Words by Julia Norris, LGBTQIA Representative for The Dickson Poon School of Law.
In December, I attended ‘DiversCity in Law’ hosted by Clifford Chance in conjunction with thirteen other City firms including Taylor Wessing, Slaughter and May and Millbank. DiversCity was founded in 2011 by lawyers from BLP and HSF who aimed to challenge the perception that the legal sector was unwelcoming towards LGBT+ students. Now seven years later, the attendance at DiversCity has grown from thirty students in 2011 to approximately one hundred students attending each year. The whole-day event aims to combat misconceptions about being ‘LGBT+ in the City’, whilst providing workshops on interview skills and commercial awareness.
The event began with a presentation from Claire Fielding, a gay, transgender lawyer responsible for being a founding partner of Town Legal LLP (and previously a partner at Herbert Smith Freehills). I found it both fascinating and encouraging to see someone so confident with their identity, someone who refused to let labels hold them back. Perhaps most reassuring, was to hear how supportive her employers had been despite the fact that her transition began in the early ’90s.
The experiences shared at each panel demonstrated one key point. Whilst it can be easy to feel bogged down by the seemingly never-ending list of firms to apply to, it is important to consider whether you would feel genuinely comfortable working at a particular firm. If a firm demonstrates little effort towards creating a diverse workforce, or you fear your identity may be a burden, you should perhaps consider if this is what’s best for you. Make an effort to research a firm, see if they have LGBT+ networks or are involved in any LGBT+ student events. It is important to put yourself and your mental health first, these shouldn’t be disregarded in favour of a high salary or high-ranking firm.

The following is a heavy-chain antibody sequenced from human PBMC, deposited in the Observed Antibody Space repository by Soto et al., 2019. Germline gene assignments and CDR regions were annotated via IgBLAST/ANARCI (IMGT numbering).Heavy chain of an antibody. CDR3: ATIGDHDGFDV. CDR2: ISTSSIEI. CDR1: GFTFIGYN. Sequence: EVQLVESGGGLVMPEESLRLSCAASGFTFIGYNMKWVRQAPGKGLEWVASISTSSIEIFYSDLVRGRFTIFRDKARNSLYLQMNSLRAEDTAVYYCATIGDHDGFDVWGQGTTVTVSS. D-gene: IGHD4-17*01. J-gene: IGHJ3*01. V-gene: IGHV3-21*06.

Workshops held by Taylor Wessing, RPC, Herbert Smith Freehills and Hogan Lovells were available to give advice on key interview and application skills. The workshops provided in depth information on how to cater applications to each firm. Furthermore, they placed emphasis on the importance of discussing the skills gained through work experience and how they are applicable in the legal world.
Furthermore, DiversCity also provides the opportunity to join its mentoring scheme. This programme pairs up a student with an LGBT+ lawyer currently working at one of the fourteen participating firms and is open to everyone who attends DiversCity each year. Through the scheme, the mentor will provide advice on what it’s like being a City lawyer, and help students throughout their vacation scheme/training contract applications. Additionally, they are a point of call to discuss career goals and to determine what field of law is most suitable for the individual. The mentoring relationship will last for at least a year, or until the mentee successfully obtains a vac scheme or training contract. Mentoring is confidential, therefore creating a safe environment for mentees who wish to voice concerns. A scheme such as this provides vital reassurance for LGBT+ students and is successful in helping create a more diverse legal sector.
Overall, I would highly recommend this event to any LGBT+ students interested in a career in law. The day provides vital reassurance and supplies relevant advice on how to tackle being ‘LGBT+ in the City’. Below are three key pieces of advice I learnt from DiversCity:
- Don’t be afraid to put that you are LGBT+ on applications if you feel it is relevant. For example illustrate the skills you gained by attending a law-oriented LGBT+ event or the responsibilities you held as an LGBT+ representative.
- When deciding which law firms to apply to, think about whether you would be comfortable working there and take into consideration the firms’ efforts to promote diversity.
- It is perfectly fine to keep your identity to yourself, you shouldn’t feel pressured to reveal that you are LGBT+ in the workplace if you are not comfortable in doing so.